Let them eat cake

17th February 2012 at 00:00

Republic needs to be thanked for bringing to attention sections 406 and 407 of the Education Act 1996 ("Diamond Jubilee jubilation could land schools in court", 3 February). The article did not mention the one case brought under this law. In 2007, a parent challenged the Labour administration's decision to distribute a copy of Al Gore's documentary An Inconvenient Truth to schools. The judge distinguished between the promotion of partisan political views, which is illegal, and the presentation of partisan political views, which is not. Presenting a lesson in citizenship in the context of a national celebration is not, I believe, what Parliament intended to be caught by the law.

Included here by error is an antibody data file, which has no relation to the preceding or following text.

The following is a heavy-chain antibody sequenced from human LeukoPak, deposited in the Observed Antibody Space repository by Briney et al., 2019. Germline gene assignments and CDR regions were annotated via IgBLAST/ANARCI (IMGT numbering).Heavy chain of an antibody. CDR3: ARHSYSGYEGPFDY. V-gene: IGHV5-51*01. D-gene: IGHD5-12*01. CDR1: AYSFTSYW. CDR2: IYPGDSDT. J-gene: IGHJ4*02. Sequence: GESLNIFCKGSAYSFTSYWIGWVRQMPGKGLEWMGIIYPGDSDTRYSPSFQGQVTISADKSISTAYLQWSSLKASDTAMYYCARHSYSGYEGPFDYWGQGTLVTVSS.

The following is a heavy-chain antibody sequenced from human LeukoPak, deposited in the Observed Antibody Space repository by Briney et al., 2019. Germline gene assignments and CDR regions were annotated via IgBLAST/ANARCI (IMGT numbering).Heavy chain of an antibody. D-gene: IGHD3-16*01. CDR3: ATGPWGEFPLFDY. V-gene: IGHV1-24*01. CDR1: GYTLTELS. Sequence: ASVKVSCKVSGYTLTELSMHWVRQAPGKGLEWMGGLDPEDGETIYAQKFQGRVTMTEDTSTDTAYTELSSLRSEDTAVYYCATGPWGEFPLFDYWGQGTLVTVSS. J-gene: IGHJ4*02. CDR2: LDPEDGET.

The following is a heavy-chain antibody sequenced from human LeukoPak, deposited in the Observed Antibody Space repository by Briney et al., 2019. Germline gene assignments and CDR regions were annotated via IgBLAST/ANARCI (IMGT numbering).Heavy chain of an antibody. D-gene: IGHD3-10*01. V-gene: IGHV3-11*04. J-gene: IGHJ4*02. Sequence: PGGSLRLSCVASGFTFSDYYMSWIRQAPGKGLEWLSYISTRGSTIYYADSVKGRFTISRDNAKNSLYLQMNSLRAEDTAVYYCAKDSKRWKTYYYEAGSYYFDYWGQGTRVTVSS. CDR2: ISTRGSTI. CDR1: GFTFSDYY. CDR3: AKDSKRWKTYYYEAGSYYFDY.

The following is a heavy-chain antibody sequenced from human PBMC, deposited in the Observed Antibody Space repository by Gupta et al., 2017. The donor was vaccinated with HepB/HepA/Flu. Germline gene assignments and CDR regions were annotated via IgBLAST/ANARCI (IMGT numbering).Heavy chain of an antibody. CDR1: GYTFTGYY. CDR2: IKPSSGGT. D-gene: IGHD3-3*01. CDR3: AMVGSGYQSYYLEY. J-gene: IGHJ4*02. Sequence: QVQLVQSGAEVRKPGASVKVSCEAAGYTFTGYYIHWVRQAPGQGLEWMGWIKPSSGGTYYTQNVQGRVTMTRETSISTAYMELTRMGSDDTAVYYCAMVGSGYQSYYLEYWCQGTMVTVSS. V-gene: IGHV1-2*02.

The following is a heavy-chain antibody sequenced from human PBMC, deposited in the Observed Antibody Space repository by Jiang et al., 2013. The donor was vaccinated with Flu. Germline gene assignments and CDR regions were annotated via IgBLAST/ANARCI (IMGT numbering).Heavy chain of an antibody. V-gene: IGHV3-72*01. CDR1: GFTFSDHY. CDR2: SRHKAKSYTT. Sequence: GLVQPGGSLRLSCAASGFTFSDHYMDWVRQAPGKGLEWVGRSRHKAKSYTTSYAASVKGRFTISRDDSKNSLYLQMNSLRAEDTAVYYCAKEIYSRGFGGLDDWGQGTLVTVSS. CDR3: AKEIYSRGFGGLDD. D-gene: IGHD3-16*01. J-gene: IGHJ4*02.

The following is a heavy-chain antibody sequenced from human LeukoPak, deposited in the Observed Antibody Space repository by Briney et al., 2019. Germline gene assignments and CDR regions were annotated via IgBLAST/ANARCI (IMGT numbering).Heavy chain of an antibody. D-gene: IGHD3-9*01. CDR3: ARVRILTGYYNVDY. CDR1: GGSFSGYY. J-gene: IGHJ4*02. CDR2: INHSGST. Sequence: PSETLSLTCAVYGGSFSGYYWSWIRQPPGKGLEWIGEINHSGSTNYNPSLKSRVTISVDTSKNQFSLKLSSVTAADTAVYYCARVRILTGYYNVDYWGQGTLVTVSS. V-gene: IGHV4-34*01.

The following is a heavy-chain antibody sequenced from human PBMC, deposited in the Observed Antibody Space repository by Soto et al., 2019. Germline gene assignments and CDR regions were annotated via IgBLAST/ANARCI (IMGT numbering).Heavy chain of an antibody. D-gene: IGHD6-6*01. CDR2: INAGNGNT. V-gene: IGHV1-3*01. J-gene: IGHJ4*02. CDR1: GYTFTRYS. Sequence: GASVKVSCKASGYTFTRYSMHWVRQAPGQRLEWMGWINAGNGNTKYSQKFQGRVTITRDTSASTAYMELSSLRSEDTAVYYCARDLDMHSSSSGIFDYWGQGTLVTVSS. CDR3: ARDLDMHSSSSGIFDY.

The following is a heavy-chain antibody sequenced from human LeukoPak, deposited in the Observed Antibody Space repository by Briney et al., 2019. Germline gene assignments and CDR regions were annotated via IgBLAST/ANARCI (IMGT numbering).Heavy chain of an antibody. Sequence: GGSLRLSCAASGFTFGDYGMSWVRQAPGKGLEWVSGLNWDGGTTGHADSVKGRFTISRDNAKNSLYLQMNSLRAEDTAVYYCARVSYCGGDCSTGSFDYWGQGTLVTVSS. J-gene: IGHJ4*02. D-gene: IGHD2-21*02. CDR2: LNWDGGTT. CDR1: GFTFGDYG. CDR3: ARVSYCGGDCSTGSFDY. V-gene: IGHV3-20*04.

John Fowler, Policy manager, Local Government Information Unit.

Log-in as an existing print or digital subscriber

Forgotten your subscriber ID?


To access this content and the full TES archive, subscribe now.

View subscriber offers


Get TES online and delivered to your door – for less than the price of a coffee

Save 33% off the cover price with this great subscription offer. Every copy delivered to your door by first-class post, plus full access to TES online and the TES app for just £1.90 per week.
Subscribers also enjoy a range of fantastic offers and benefits worth over £270:

  • Discounts off TES Institute courses
  • Access over 200,000 articles in the TES online archive
  • Free Tastecard membership worth £79.99
  • Discounts with Zipcar, Buyagift.com, Virgin Wines and other partners
Order your low-cost subscription today